The New York Times and ProPublica, a nonprofit investigative journalism organization, carried out a joint study into the social media accounts that were disseminating information and footage from Chinese state media outlets proclaiming that Peng was completely fine, when she was missing at the time. Their report revealed that nearly all were fake accounts with no followers.
Furthermore, the New York Times found that the hundreds of posts that shared specific tweets disappeared within a month after they were posted, concluding that they were fake accounts “created only to amplify others.” Their analysis stated the accounts “bore the hallmarks of a covert Chinese information campaign promoting a range of government messaging.”
In November 2021, the Chinese Communist Party Central Committee adopted its third historical resolution under the auspices of celebrating its 100th anniversary. From the resolution, it is apparent that the committee places great emphasis on the Internet, seeing it as the main theater of war for its ideological struggle. Promoting its work through social media is one of the methods it uses to influence the rest of the world.
The Associated Press and Oxford University in the United Kingdom also announced the results of a joint investigation on the reality of Chinese influence operations aimed at foreign public opinion in May 2021. The study “shows how the People’s Republic of China (PRC) is targeting global social media platforms as part of its public diplomacy efforts to shape public opinion in foreign countries.”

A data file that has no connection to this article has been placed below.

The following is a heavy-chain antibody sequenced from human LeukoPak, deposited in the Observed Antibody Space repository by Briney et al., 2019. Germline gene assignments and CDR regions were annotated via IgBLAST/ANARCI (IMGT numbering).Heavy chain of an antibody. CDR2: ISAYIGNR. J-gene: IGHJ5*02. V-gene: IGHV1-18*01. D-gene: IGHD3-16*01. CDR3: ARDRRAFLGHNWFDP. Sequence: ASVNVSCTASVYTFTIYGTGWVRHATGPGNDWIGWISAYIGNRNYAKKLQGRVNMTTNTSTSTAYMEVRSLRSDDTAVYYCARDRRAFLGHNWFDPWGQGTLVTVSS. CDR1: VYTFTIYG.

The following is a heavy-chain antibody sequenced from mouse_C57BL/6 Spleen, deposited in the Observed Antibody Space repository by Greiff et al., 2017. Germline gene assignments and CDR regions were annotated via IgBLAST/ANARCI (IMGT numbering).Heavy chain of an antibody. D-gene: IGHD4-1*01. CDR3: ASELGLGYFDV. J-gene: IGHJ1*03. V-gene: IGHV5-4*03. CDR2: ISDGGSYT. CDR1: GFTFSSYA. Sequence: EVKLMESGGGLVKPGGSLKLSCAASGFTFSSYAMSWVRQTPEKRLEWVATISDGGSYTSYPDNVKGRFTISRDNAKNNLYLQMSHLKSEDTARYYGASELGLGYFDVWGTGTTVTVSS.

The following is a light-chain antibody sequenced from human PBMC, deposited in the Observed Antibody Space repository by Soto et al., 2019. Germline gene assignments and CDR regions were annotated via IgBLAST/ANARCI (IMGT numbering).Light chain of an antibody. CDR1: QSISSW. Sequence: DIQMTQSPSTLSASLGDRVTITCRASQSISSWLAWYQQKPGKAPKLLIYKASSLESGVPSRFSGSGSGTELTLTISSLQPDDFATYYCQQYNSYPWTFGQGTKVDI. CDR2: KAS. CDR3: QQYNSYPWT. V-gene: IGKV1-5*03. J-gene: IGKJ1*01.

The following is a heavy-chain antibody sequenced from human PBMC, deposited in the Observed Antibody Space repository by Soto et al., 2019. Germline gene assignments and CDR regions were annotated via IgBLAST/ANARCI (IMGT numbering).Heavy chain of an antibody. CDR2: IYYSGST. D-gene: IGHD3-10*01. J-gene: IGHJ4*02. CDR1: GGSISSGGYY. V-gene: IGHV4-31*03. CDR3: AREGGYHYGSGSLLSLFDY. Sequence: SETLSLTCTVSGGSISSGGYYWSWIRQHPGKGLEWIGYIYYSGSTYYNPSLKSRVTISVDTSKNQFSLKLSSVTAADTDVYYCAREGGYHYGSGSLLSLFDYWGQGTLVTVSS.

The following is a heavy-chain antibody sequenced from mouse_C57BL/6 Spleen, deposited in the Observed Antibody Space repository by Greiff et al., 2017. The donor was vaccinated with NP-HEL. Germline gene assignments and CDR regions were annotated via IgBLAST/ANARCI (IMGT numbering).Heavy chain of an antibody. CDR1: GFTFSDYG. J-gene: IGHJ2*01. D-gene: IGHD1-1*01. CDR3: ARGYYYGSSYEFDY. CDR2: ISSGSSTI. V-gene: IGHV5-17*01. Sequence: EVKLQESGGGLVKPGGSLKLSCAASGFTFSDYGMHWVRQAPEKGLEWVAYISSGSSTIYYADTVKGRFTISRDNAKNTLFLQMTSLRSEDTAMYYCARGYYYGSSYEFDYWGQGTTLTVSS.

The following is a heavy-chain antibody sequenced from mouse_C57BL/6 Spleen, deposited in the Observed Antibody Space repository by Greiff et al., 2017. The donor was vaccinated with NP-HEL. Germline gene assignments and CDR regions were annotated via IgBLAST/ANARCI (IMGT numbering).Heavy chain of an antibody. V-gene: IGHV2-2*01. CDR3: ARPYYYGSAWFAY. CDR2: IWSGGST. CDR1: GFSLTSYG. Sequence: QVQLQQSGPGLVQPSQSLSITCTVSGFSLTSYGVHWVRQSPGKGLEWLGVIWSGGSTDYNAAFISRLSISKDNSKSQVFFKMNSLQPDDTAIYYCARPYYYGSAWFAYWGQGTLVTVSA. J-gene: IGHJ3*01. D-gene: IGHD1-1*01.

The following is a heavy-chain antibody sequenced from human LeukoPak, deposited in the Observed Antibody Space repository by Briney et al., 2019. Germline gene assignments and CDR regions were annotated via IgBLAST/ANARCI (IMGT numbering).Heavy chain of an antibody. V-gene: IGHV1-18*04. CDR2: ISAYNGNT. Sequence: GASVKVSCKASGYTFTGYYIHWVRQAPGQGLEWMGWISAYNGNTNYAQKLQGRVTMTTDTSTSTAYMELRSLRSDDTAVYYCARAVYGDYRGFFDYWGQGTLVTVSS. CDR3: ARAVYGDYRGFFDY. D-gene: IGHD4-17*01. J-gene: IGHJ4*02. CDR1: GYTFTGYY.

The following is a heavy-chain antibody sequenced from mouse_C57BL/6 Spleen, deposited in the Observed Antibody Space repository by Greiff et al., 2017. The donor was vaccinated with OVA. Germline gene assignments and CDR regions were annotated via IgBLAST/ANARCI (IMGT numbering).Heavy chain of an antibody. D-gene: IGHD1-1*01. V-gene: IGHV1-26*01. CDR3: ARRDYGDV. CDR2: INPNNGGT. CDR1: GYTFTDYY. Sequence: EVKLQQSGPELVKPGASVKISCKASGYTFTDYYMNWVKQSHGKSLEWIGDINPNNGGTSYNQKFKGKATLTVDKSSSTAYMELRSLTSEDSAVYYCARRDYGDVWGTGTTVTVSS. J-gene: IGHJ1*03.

The objective is to create an illusion that there is a lot of pro-Chinese sentiment in the world. “If left unchecked, it is possible that Chinese influence will grow much stronger,” the study warned.
Meanwhile, China’s Ministry of Foreign Affairs stated, “We use social media like other countries do; to deepen the bonds of friendship and to promote interactions based on fact.”
In response to the claim that they have used fake accounts to disseminate false information, it countered, “There is no truth to that at all.”
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(Read the story in Japanese at this link.)
Author: Tomo Kuwamura